It’s a cocktail of chemicals, which – thanks to innovative technology – also yields rich data.
Logistical challenges emerge as each continent’s team collects samples from distant urban corners. Each jurisdiction has its own unique water chemistry, content, demographics, infrastructure, and political issues. Collaboration between police, health, governance, and water professionals helps improve interpretations of what’s happening between sites across time.
Three roadblocks inhibit the analysis of drugs in wastewater. First, drugs are often, almost by definition, unstable. “If it degrades quickly it will be difficult to detect,” says Tscharke.
To mitigate the risk, his team adds preservative to prevent degradation post-sampling, and is pioneering “real in-sewer degradation experiments where we spike drugs into a pilot sewer and test the degradation rate to ensure our estimates are the most accurate.”
A second issue is concentrated volume. The drug or metabolite has to be excreted at a high enough rate in urine to be detectable and soluble in water. Low doses of a drug, or few users in the population, may effectively dilute the sample to a level where detection is impossible. The technology applies less readily to raw cannabis than pure, refined chemicals.
Third, the certified reference material has to be commercially available. “Our methods are very specific to each drug,” Tscharke explains. “To have the highest confidence in the data, we require the analytical pure reference standard which allows us to accurately identify the drug and its concentration.”
The unlikely alliance began a decade ago. It grew by necessity and came through the back door, after the traditional front entrance appeared slammed shut. A man’s private home is his castle, so authorities struggled to map the extent of drug abuse within cities unless armed with broad search warrants or random drug tests.
Lacking these, cities were often flying blind. Public ignorance, combined with private stigma,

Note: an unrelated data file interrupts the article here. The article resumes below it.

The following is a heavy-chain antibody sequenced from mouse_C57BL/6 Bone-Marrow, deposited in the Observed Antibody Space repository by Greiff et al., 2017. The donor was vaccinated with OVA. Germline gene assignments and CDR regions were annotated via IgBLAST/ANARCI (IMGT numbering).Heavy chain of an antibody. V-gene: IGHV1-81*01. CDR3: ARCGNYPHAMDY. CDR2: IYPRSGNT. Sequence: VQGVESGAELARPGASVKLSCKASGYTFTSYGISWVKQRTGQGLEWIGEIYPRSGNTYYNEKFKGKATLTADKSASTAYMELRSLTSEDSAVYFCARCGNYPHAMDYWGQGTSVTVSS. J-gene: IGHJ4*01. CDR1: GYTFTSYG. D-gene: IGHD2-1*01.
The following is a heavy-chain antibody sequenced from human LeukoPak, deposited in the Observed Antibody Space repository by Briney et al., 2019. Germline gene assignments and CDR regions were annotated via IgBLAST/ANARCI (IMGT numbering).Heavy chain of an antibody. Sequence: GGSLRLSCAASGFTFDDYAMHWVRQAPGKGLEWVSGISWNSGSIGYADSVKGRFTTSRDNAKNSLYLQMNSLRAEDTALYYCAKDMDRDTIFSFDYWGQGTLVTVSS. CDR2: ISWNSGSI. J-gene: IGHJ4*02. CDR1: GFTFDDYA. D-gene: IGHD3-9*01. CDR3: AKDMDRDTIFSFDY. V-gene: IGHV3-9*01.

helped the US opioid epidemic, for example, quickly metastasise, while no one knew who abused which drugs where – until it was too late and the casualties piled up.
In recent years, wastewater chemists and engineers have started to highlight the extent of potentially risky drug use through a powerful new petri dish: the flush toilet.
When a drug user conducts their business in a bathroom, his or her confidential waste becomes external public property – captured by municipal sewerage and delivered to water professionals who can break down the chemical-rich contents and reveal what was going on behind closed doors.
This budding, strategic alliance between drug agents and water professionals holds out promise for gains to each side yet it has not escaped controversy from outside or within the water profession.
Some see wastewater epidemiology offering breakthrough research that creates new jobs, saves money, and protects public health. But following a recent story in Water Online, critics fear it could be a slippery slope to social engineering. “I can envision utilities being required to cooperate with criminal investigations by sampling individual building sewers,” warned E. Brown. “Utilities should stick to their mission.”
Right now, Tscharke explains how “samples are completely anonymous and there is no risk of identifying individuals, so privacy is respected.”
The biggest bang per buck is looking at metadata population surveys. He does acknowledge that moving further “up-stream” to sub-pump stations that connect far fewer people in neighbourhoods, “the ethics on this become hazier.”
Few wastewater epidemiologists can envision their data being used in court and for officials grappling with urban drug epidemics like Adelaide, or Cary, North Carolina, the innovative advances are welcome. Any future risk to society’s collective privacy, they say, is far outweighed by the enhanced ability to map and reach out to vulnerable citizens.
So in the near term water professionals will keep helping cities expose tail-end chemicals coursing down sewers underground, hoping to stop these substances from spreading above the surface.
But as technology inevitably gets smaller, cheaper, faster, and more widely available, the spatial mapping data could reveal sharper trends and more granular patterns. At that point decisions may come down to urban ethics.